This one, however, is the comment I think gets back to how grey the answer is to the seemingly black & white question I posed: “I have never thought about if i would break similar age rules in other areas. In almost every other area i would never even think about breaking the rules. Interesting why it’s ok with me with facebook… ”

So what rule is being broken? Well, there are really a couple of them. First is the Children’s Online Privacy Protection Act (COPPA) mentioned in the research. This Act became effective back in April 2000 and is enforced by the Federal Trade Commission.
It basically says that if a website has visitors under 13 and collects any information from them it must use “reasonable procedures” to ensure they are getting permission from the child’s parent. These procedures may include:

  • obtaining a signed form from the parent via postal mail or facsimile;
  • accepting and verifying a credit card number;
  • taking calls from parents on a toll-free telephone number staffed by trained personnel;
  • email accompanied by digital signature;
  • email accompanied by a PIN or password obtained through one of the verification methods above.

All of those, however, require a certain amount of administration and personnel to manage that many social media outlets do not have or want to hire to make sure all the kids under 13 have parental permission. That’s why sites like Facebook simply say they don’t allow anyone under 13 on them.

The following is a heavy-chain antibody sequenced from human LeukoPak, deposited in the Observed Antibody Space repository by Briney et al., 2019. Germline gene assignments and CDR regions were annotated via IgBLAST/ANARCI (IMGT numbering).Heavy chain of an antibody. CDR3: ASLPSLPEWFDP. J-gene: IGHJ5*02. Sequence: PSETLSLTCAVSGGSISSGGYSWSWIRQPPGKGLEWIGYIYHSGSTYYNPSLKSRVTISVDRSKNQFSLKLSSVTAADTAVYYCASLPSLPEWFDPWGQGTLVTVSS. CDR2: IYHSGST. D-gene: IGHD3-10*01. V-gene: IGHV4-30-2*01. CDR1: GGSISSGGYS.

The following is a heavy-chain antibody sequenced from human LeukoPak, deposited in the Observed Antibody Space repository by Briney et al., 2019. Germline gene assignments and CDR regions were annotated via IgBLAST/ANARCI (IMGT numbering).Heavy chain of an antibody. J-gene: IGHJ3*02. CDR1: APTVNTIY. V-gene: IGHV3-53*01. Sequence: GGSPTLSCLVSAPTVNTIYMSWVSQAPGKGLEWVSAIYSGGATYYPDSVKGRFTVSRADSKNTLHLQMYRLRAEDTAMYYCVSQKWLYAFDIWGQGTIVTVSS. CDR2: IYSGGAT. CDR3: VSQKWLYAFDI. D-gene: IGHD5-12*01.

And that is the second rule being deliberately broken by 68 percent of those surveyed in the research that reported their child joined Facebook before the age of 13.

It’s worth noting that this research was supported by Microsoft Research. This gives Digital Democracy the feeling that “this study is an industry-funded attack against the current FTC proceedings that will ensure that children cannot be targeted via mobile and location data services or be the victims of companies engaged in behavioral targeting.”

But, whether you are for or against COPPA, the fact that half (55%) of parents of 12-year-olds reported their child has a Facebook account, most (82%) knew when their child signed up, and most (76%) also assisted their 12-year old in creating the account should make you stop and ponder.

My own nine-year-old girl has friends who already have Facebook pages, so I’ve faced the request join those numbers. My stance is that the rule is 13, so not until she’s 13. Not to cast any stones at others, but simply because I want to set an example for her to follow rules.

Even though that’s my current position, we’ve still already had frequent talks about what she should or shouldn’t share online. Those who remember when the two of us were touring kids virtual worlds will know why. Although many protections are in place and as much as I try to monitor (like many parents of young Facebookers), I know I can’t always be there, so talking early and often is my plan.

What’s your plan for preparing your kids for online interactions? All suggestions welcome!